When you face criminal charges in Iowa, a jury can decide your guilt, but only a judge can determine your sentence.
Common crimes and sentences
The court uses sentencing guidelines in order to decide the most appropriate sentence for the crime of which you were convicted. The sentence you receive is based first on whether you have been convicted of a misdemeanor or a felony. These are the most common types of misdemeanors and their associated sentences:
· Aggravated misdemeanor-Maximum of two years in prison and a $6,250 fine
· Serious misdemeanor-Maximum of one year in jail and a $1,875 fine
· Simple misdemeanor-Maximum of 30 days in jail and a $625 fine
These are the sentences for felony convictions, which are based on classifications:
· Class A-Life in prison without parole. The sentence may not be deferred or suspended, and defendants may be released on parole only if the Governor commutes their sentence to a term of years.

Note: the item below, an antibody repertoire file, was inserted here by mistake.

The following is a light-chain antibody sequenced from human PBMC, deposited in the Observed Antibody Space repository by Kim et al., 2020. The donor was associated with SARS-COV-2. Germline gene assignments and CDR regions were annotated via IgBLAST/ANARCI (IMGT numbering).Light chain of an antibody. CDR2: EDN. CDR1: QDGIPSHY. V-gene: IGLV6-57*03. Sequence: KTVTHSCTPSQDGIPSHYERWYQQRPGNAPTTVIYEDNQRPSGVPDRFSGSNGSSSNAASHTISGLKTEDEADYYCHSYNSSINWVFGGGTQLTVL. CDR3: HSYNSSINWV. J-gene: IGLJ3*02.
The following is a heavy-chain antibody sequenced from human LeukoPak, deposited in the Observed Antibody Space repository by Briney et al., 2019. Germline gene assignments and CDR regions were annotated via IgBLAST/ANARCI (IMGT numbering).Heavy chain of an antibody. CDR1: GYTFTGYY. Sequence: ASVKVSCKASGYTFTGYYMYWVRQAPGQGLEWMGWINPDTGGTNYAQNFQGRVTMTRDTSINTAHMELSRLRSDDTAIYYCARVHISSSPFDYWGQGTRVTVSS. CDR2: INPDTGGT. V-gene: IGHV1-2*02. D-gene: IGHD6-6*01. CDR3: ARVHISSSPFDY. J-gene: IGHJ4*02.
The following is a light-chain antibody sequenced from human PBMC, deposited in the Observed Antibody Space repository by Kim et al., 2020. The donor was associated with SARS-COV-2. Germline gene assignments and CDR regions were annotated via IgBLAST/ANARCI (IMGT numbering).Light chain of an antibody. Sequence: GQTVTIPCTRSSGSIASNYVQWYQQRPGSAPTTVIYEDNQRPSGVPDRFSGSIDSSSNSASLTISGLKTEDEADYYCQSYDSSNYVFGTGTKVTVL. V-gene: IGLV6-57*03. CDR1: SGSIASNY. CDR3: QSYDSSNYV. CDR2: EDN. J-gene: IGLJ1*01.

· Class B-Maximum of 25 years in prison. The sentence may be deferred or suspended unless the defendant was convicted of forcible felony.
· Class C-Maximum of 10 years in prison. The sentence may be deferred or suspended, except for a forcible felony. Fines range from a minimum of $1,000 to a maximum of $10,000.
· Class D-Maximum of 5 years in prison. The sentence may be deferred or suspended, except for a forcible felony. Fines range from a minimum of $750 to a maximum of $7,500.
Habitual Offender status is reserved for repeat offenders convicted for the third or subsequent time. For Class C or Class D felonies, the minimum sentence is 3 years and the maximum sentence is 15 years.
Sentencing guidelines are meant to provide guidance to the court. They are not absolute rules. Sentences may be reduced based on mitigating factors, or increased based on aggravating factors. Your attorney can consult with the court during pre-sentence investigation and argue for a certain sentence based on your situation.